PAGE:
Date of Award


Document Type

Honors Thesis (Open Access)


Colby College. Economics Dept.


Robert Lester


Several major sports organizations have come under scrutiny in recent years for alleged discriminatory practices towards minority coaches. In this paper, I analyze whether minority college football head coaches are more likely to be fired and to earn a lower salary. I observe a sample of 300 head coaches from 132 Division-I Football Bowl Subdivision (FBS) schools between the years 2006 to 2021. After controlling for performance and experience variables and holding the time and school or conference variables fixed in a Cox hazard regression model, I find statistically significant evidence that minority coaches face a higher likelihood of being terminated than their white counterparts. Second, by running an ordinary least squares regression, I find no statistically significant evidence that minority coaches are more likely to earn a lower wage than white coaches. These findings highlight the fact that minority coaches face higher levels of scrutiny, and open the door for potential further research to be done on the hiring processes of these programs as well.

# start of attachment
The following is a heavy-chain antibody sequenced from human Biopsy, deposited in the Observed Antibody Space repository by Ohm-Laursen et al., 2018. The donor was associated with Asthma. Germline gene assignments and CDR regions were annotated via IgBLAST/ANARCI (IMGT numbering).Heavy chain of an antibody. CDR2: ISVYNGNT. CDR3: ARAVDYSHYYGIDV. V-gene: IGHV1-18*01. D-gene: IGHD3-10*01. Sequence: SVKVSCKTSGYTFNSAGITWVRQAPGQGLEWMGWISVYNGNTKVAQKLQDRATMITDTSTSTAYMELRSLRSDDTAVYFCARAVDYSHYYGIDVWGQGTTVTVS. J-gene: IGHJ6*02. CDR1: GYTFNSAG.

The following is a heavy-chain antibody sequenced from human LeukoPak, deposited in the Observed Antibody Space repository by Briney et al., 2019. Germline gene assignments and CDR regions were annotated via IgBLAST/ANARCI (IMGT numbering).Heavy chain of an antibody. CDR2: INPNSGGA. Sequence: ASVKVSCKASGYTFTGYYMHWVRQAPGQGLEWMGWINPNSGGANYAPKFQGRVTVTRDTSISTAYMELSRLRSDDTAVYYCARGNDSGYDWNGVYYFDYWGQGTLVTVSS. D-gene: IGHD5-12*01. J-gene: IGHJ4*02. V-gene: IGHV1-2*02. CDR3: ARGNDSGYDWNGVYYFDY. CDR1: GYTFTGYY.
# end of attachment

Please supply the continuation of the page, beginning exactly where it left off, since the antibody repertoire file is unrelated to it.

NCAA football, discrimination, hazard models, wages, retention, head coaches, conferences, race, pandemic, bowl games